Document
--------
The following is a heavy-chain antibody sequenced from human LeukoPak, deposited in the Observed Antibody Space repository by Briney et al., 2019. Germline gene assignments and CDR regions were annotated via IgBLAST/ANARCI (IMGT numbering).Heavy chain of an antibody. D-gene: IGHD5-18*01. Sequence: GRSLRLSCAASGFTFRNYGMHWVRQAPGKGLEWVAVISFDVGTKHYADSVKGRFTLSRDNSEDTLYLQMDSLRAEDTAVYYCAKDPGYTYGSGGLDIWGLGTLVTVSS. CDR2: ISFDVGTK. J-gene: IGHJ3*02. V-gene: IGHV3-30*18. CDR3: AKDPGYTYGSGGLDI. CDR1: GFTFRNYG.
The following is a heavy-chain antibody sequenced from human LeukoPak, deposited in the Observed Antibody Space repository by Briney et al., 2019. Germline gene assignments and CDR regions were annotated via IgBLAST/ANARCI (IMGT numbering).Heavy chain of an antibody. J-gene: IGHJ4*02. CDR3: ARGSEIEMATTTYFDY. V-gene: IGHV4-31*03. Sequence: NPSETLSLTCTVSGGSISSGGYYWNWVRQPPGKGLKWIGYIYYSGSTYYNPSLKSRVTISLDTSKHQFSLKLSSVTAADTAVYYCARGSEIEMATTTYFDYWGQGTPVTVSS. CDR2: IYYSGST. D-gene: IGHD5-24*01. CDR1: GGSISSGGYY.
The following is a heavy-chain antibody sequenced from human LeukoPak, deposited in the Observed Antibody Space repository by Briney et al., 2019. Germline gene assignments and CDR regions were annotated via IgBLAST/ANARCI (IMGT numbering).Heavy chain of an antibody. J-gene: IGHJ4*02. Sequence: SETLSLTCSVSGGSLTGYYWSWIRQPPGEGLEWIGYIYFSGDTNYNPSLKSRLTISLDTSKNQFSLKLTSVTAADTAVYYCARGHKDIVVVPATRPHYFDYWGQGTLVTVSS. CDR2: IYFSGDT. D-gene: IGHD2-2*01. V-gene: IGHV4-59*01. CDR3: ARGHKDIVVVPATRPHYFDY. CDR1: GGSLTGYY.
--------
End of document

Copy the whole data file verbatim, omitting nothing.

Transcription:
The following is a heavy-chain antibody sequenced from human LeukoPak, deposited in the Observed Antibody Space repository by Briney et al., 2019. Germline gene assignments and CDR regions were annotated via IgBLAST/ANARCI (IMGT numbering).Heavy chain of an antibody. D-gene: IGHD5-18*01. Sequence: GRSLRLSCAASGFTFRNYGMHWVRQAPGKGLEWVAVISFDVGTKHYADSVKGRFTLSRDNSEDTLYLQMDSLRAEDTAVYYCAKDPGYTYGSGGLDIWGLGTLVTVSS. CDR2: ISFDVGTK. J-gene: IGHJ3*02. V-gene: IGHV3-30*18. CDR3: AKDPGYTYGSGGLDI. CDR1: GFTFRNYG.
The following is a heavy-chain antibody sequenced from human LeukoPak, deposited in the Observed Antibody Space repository by Briney et al., 2019. Germline gene assignments and CDR regions were annotated via IgBLAST/ANARCI (IMGT numbering).Heavy chain of an antibody. J-gene: IGHJ4*02. CDR3: ARGSEIEMATTTYFDY. V-gene: IGHV4-31*03. Sequence: NPSETLSLTCTVSGGSISSGGYYWNWVRQPPGKGLKWIGYIYYSGSTYYNPSLKSRVTISLDTSKHQFSLKLSSVTAADTAVYYCARGSEIEMATTTYFDYWGQGTPVTVSS. CDR2: IYYSGST. D-gene: IGHD5-24*01. CDR1: GGSISSGGYY.
The following is a heavy-chain antibody sequenced from human LeukoPak, deposited in the Observed Antibody Space repository by Briney et al., 2019. Germline gene assignments and CDR regions were annotated via IgBLAST/ANARCI (IMGT numbering).Heavy chain of an antibody. J-gene: IGHJ4*02. Sequence: SETLSLTCSVSGGSLTGYYWSWIRQPPGEGLEWIGYIYFSGDTNYNPSLKSRLTISLDTSKNQFSLKLTSVTAADTAVYYCARGHKDIVVVPATRPHYFDYWGQGTLVTVSS. CDR2: IYFSGDT. D-gene: IGHD2-2*01. V-gene: IGHV4-59*01. CDR3: ARGHKDIVVVPATRPHYFDY. CDR1: GGSLTGYY.